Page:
|Annu. Rev. Astron. Astrophys. 1997. 35:
Copyright © 1997 by . All rights reserved
4.2. SNe Ib: Spectral Evolution
Genuine helium-rich SNe Ib appear to be rather rare objects. At present, the most complete series of published spectra of a SN Ib is that of Harkness & Wheeler (1990) for SN 1984L, and even this case includes only the first two months past maximum brightness. As shown in Figure 9, there is no strong evidence of hydrogen, and the 6150-Å trough of SNe Ia is weak or absent at all times. Although some of the absorption lines can be attributed to He I in the earliest spectra, other alternatives exist (e.g. Na I D for the feature near 5800 Å). However, the gradual strengthening of blueshifted (~ 7500 km s-1) lines corresponding to He I 4471, 5876, 6678, and 7065 makes the helium identification unambiguous a few weeks past maximum brightness (e.g. the spectrum at t = 20 days). This differs markedly from the spectral development of SNe Ia (Figure 4).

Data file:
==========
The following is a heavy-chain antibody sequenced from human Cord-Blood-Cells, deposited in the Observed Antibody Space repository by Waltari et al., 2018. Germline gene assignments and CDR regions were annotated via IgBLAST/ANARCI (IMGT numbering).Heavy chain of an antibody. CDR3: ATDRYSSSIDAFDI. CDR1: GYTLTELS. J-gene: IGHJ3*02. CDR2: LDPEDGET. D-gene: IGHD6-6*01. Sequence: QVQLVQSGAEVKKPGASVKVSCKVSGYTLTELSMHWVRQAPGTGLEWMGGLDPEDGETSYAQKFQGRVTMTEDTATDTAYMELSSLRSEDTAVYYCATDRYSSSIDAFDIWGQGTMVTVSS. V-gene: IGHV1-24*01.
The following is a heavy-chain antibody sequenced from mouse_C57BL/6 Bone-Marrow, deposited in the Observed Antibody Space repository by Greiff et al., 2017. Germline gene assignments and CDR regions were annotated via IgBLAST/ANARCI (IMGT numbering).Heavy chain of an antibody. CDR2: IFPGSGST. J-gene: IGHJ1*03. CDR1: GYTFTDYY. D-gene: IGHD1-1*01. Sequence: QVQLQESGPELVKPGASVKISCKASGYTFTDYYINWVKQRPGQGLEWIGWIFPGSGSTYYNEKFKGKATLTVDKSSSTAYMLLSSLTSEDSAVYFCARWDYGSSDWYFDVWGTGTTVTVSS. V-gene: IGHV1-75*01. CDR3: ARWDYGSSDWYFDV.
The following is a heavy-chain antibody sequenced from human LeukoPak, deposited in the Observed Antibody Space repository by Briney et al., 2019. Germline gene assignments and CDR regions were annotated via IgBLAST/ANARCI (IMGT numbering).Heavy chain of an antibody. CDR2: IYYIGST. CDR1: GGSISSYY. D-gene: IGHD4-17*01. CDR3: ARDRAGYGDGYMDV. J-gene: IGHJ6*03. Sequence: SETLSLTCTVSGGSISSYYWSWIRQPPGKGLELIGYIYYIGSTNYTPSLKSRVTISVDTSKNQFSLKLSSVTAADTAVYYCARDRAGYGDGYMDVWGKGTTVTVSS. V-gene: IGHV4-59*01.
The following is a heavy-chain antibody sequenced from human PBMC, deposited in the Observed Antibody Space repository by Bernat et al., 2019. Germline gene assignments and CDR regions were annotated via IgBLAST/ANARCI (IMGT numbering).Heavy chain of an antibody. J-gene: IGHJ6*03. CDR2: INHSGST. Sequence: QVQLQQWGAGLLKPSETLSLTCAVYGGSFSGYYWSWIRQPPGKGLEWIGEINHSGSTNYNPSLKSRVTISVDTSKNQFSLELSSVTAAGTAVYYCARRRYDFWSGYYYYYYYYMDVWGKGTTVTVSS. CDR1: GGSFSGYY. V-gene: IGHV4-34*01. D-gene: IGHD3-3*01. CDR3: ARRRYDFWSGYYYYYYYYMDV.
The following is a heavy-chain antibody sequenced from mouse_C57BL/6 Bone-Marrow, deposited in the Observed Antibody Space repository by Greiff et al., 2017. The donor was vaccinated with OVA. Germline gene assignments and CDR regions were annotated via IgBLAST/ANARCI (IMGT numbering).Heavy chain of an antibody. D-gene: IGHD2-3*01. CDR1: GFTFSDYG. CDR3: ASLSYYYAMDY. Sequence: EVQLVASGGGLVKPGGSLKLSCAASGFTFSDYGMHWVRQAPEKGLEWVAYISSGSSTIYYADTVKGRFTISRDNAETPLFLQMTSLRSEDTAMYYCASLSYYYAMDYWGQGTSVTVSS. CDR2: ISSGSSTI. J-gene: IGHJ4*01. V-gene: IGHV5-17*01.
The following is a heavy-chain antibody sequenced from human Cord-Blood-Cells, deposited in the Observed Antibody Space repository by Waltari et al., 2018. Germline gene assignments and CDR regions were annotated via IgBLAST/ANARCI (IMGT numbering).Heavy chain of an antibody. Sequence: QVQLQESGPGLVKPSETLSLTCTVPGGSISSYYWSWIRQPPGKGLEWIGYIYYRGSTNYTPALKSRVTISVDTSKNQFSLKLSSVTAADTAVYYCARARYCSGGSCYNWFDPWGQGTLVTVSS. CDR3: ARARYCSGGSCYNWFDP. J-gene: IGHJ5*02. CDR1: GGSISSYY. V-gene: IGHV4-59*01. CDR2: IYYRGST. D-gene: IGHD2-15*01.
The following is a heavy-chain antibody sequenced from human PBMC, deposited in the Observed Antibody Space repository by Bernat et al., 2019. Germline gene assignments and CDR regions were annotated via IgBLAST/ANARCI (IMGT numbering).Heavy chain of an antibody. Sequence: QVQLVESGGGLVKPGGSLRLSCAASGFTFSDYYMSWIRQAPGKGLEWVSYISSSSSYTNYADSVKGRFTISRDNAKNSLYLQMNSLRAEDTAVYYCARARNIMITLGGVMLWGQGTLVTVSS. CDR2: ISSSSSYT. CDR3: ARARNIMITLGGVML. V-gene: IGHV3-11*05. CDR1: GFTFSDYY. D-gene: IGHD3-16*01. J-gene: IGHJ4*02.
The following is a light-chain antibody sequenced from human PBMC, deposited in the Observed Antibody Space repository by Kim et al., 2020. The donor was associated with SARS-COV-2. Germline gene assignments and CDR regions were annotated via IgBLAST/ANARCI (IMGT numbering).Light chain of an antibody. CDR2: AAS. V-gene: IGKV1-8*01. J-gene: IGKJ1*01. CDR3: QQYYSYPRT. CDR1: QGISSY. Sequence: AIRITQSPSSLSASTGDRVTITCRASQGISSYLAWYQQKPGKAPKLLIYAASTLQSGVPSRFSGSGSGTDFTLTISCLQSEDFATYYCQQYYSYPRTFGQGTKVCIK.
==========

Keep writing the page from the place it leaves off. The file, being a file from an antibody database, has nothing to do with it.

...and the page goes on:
Figure 9. Montage of spectra of SN Ib 1984L in NGC 991 (cz = 1532 km s-1), from Harkness et al (1987). The last spectrum is of SN Ib 1983N in NGC 5236 (cz = 516 km s-1), from Gaskell et al (1986). Epochs (days) are given relative to maximum B brightness (September 7, 1984, for SN 1984L; July 17, 1983, for SN 1983N). Reproduced with permission.
The seventh spectrum in Figure 9, obtained about two months past maximum brightness, appears to exhibit weak [O I] 6300, 6364 and especially [O I] 5577, indicating an early onset of the nebular phase. Strong, broad (FWHM 4500 km s-1) lines of [O I] and [Ca II] 7291, 7324 are visible in the spectra of SN 1984L obtained by Schlegel & Kirshner (1989) 13-14 months past maximum, as is somewhat narrower Mg I] 4571, but the data are noisy. The last plot in Figure 9 instead shows the late-time spectrum (t 8 months) of a similar SN Ib, SN 1983N (from Gaskell et al 1986).
Early-time spectra of SN 1983N were presented by Richtler & Sadler (1983), before the SN Ib subclass had been recognized. The blueshifted minimum of the He I 5876 line corresponds to a photospheric velocity of 18,200 km s-1 about 15 days prior to maximum brightness, and 10 days later this decreased to 13,100 km s-1 (Wheeler & Harkness 1990). The velocity given by this line was only ~ 10,000 km s-1 at maximum brightness (Harkness et al 1987), further evidence of the retreat of the photosphere into deeper, more slowly moving layers.